North Korea's leader Kim Jong Un (L) shakes hands with US President Donald Trump (R) at the start of their historic US-North Korea summit, at the Capella...
Saul Loeb

At summit with North Korea’s Kim, Trump gets his spectacle (but little else)

Updated

The Rachel Maddow Show, 6/12/18, 12:00 AM ET

Trump political showmanship not to be overlooked in summit news

Rachel Maddow and Nicolle Wallace point out the extent to which the Singapore summit is a political performance and media spectacle for domestic consumption for Donald Trump.
In the weeks leading up to Donald Trump’s talks with North Korea’s Kim Jong-un, White House officials made clear that the American president “remained squarely focused on the summit’s spectacle.” To this extent, Trump has every reason to be pleased with the developments in Singapore: the president preoccupied with optics, theatricality, and “central casting” enjoyed the international spotlight alongside his new dictatorial pal.

But looking past the spectacle, what exactly did Trump and Kim accomplish?

President Donald Trump and North Korean leader Kim Jong Un signed a joint statement Tuesday agreeing to pursue the denuclearization of the Korean Peninsula. […]

While the agreement fell short of outlining concrete steps that would lead to Kim giving up his nuclear weapons program – the stated long-term goal of U.S. negotiators – it gave Trump and Kim a piece of paper to point to as a sign of progress and a symbol of goodwill.

It was possible that the summit would descend into a fiasco and the two men would agree to literally nothing. What they ended up with is certainly better than that.

But to see this as some kind of substantive triumph is to overlook the fact that their joint statement says very little, and Trump will return to D.C. effectively empty-handed.

The official declaration included four points. From the official statement:

1. The United States and the DPRK commit to establish new U.S.–DPRK relations in accordance with the desire of the peoples of the two countries for peace and prosperity.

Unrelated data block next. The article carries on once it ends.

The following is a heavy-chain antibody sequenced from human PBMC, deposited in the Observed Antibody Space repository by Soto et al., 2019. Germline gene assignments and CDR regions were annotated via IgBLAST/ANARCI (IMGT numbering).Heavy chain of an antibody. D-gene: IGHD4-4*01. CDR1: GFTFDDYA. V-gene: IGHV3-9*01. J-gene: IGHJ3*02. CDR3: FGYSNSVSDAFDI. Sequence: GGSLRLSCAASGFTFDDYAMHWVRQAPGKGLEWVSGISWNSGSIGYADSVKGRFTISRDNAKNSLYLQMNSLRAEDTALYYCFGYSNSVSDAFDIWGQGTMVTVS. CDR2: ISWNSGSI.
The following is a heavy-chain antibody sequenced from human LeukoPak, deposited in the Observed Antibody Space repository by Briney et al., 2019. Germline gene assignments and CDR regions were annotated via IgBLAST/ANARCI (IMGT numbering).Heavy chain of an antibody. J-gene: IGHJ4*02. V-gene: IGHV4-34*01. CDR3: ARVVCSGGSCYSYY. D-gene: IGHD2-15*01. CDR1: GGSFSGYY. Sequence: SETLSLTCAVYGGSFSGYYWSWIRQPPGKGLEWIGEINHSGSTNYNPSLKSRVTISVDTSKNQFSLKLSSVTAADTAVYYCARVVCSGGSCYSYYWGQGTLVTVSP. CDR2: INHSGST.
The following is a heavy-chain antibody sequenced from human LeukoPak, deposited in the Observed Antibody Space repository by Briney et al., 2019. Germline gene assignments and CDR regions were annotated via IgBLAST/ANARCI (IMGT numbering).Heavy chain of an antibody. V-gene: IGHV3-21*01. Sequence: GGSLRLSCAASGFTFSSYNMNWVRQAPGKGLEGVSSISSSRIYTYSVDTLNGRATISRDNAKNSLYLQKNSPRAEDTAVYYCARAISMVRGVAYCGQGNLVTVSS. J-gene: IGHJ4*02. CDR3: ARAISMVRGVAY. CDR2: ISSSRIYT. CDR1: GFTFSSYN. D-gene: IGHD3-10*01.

2. The United States and the DPRK will join their efforts to build a lasting and stable peace regime on the Korean Peninsula.

3. Reaffirming the April 27, 2018 Panmunjom Declaration, the DPRK commits to work toward complete denuclearization of the Korean Peninsula.

4. The United States and the DPRK commit to recovering POW/MIA remains, including the immediate repatriation of those already identified.

Trump later confirmed that joint U.S./South Korea military exercises would also be put on hold, at least for now.

And if all of this seems underwhelming, it’s not your imagination. It was possible the summit could lead to some kind of roadmap toward denuclearization, but it didn’t. It was possible Trump and Kim would nail down some steps toward verifiability, but they didn’t. It was possible the two leaders’ agreement would include inspection provisions, but it didn’t.

It was possible North Korea would agree to some kind of detailed accounting of its arsenal, but it didn’t. It was possible the two countries could at least agree to define “denuclearization,” but they didn’t. It was possible they’d establish some kind of timetable for the near future, but they didn’t.

What we’re left with is a diplomatic product featuring vague assurances and the prospect of future negotiations, but little else. The summit ends with no policy shifts, no commitments, and no meaningful plan for what comes next.

I don’t doubt the White House and its allies will try to sell this as a historic victory, but it’s a tough sell.

From the perspective of the North Korean dictator, it’s easy to imagine Kim returning to Pyongyang satisfied. Before the summit even began, he received what he wanted from Trump – a bilateral meeting with the ostensible Leader of the Free World, which raises his regime’s stature and international legitimacy, in exchange for effectively nothing – and now that it’s over, he has even more, including a special “bond” with the American president.

Yes, Kim continues to make nebulous promises about denuclearizing, but he’s offered similar rhetoric before, and without policy commitments to back up the rhetoric, there’s no reason to take the hollow assurances seriously.

To be sure, this landscape is preferable to Trump saber-rattling about “fire and fury,” and vague progress is far better than inching toward war. But there’s no getting around the fact that in Singapore, Trump and Kim accomplished very little of substantive significance.

Diplomacy, Donald Trump, Foreign Policy and North Korea

At summit with North Korea's Kim, Trump gets his spectacle (but little else)

Updated